Temporarily Unavailable
N/A°
Temporarily Unavailable
Nashville, TN
Featured Image

Nutrition researcher Darby dies

BY: WAYNE WOOD

6/08/2001 - Dr. William J. Darby, professor of Biochemistry Emeritus, former chair of the department, a member of the National Academy of Sciences, and one of the leading nutrition researchers of the 20th Century, died Wednesday night after a heart attack.

Dr. Darby was born Nov. 6, 1913, in Galloway, Ark. He earned his undergraduate degree from the University of Arkansas in 1936, his M.D. degree from that school in 1937, and subsequently earned M.S. and Ph.D. degrees in biological chemistry from the University of Michigan.

After a fellowship at Columbia University, Dr. Darby first came to Vanderbilt in 1942 as a special fellow in Nutrition of the International Health Division of the Rockefeller Foundation. He briefly left for a faculty position at Duke University, but returned to Vanderbilt in 1944, and made it his home for the remainder of his distinguished professional career.

At Vanderbilt in the 1940s and 1950s, Dr. Darby, Dr. John B. Youmans, a pioneer in nutrition research, and their associates, became among the first researchers to emphasize detailed physiologic studies that essentially revised the standards of assessing nutritional status. Both Youmans and Dr. Darby recognized early on the benefits of folic acid in anemia in Tennessee.

Subsequent collaborations of the nutrition research group assembled around Dr. Darby and Youmans produced quantitative clinical and chemical studies that improved diagnosis and yielded more detailed physiologic profiles of patients’ precise nutritional levels. For example, they correlated concentrations of vitamin A in the blood with clinical signs of deficiency in surveys worldwide.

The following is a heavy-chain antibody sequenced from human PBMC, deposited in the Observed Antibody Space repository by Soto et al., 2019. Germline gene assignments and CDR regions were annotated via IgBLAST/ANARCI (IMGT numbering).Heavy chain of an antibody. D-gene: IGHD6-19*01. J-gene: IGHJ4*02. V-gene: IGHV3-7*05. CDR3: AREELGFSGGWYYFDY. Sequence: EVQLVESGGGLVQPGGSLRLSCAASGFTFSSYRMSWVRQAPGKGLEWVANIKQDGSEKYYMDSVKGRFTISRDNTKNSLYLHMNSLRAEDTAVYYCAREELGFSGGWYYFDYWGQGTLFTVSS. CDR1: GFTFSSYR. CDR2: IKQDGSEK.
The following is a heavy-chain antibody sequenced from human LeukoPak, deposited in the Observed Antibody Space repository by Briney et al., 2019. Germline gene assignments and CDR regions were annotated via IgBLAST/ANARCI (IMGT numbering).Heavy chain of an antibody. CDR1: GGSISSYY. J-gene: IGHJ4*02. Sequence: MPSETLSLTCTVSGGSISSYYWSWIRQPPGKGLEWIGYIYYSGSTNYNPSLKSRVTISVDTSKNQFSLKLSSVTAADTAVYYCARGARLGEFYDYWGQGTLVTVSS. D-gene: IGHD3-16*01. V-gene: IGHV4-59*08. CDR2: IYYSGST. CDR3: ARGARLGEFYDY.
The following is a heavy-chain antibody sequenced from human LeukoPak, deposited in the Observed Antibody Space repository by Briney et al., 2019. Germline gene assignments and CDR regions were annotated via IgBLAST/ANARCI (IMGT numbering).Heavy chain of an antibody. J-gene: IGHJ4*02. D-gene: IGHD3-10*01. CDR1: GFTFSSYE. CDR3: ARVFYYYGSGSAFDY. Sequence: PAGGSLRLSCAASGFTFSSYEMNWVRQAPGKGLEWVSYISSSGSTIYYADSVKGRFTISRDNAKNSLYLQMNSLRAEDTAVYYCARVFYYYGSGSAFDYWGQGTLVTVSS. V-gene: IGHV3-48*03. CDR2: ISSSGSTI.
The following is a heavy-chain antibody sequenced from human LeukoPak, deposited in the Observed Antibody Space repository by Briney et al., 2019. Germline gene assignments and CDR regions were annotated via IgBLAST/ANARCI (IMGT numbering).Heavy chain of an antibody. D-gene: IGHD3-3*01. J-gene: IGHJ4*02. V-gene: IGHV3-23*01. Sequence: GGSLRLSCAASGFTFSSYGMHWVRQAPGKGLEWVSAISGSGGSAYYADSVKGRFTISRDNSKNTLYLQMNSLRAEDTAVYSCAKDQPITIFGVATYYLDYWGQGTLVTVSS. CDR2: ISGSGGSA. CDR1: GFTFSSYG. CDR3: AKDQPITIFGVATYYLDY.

Other cooperative studies at Vanderbilt that Dr. Darby spearheaded or worked on were landmarks internationally in combatting nutritional deficiencies include the effectiveness of folic acid, vitamin B12 and iron. Indeed, folic acid was earlier identified as vitamin M by Dr. Darby, Dr. Paul Day and other researchers at the University of Arkansas and, when assembled in pure crystalline form, was shown by Dr. Darby, the late Dr. Edgar Jones, and associates at Vanderbilt to combat the anemia and gastrointestinal dysfunction in tropical sprue.

Dr. Darby served as chair of VUMC’s department of Biochemistry from 1949 to 1971, as well as director of the division of Nutrition. He served as president of the Nutrition Foundation, and became a member of the National Academy of Sciences in 1972.

His deep knowledge of nutrition and nutrition research made him a sought-after advisor, and at various times he served on advisory panels for groups as diverse as the World Health Organization, the National Cancer Institute, and the Navajo Health Authority.

“Bill Darby was a real Vanderbiltian and academic in the finest sense of these terms,” said Dr. John E. Chapman, former dean of the School of Medicine.

“He was many things-scientist, member of the National Academy, teacher, organizer and administrator, as well as world traveler. Through it all, he loved history and made history. He loved rare books and shared them with many like-minded colleagues. He made a positive mark and leaves a rich legacy.”

In his later years, Dr. Darby worked diligently to amass a collection of works on the history of nutrition for the Vanderbilt Medical Center Library, and was an honorary curator of that collection. Through his efforts, which over the years have included the cultivation of friendships and associations with nutrition researchers from around the globe, Vanderbilt has become known as a premiere storehouse of nutrition science information.

“Through his collecting efforts of many decades and his stature in the field of nutritional biochemistry, Dr. Darby built the finest collection on the history of nutrition in the United States today,” said Mary Teloh, special collections librarian at Eskind Biomedical Library, who worked closely with Darby for 28 years to build the collection.

Dr. Darby is survived by his wife Elva, whom he married in 1935 after having met her when he played clarinet in the Little Rock Symphony, where she was a violinist; and their three sons, William J., James Richard, and Thomas Douglass.

The service for Dr. Darby will be at 2 p.m., Saturday, June 9, at First Presbyterian Church, Franklin.

©2017 Vanderbilt University Medical Center
Editorial tool created by VUMC Web Development

SEARCH THE REPORTER

EVENTS AND NOTICES

Vanderbilt Farmers Market

Thursdays, 3-6 p.m., Medical Center Plaza


 

 

Vanderbilt University Medical Center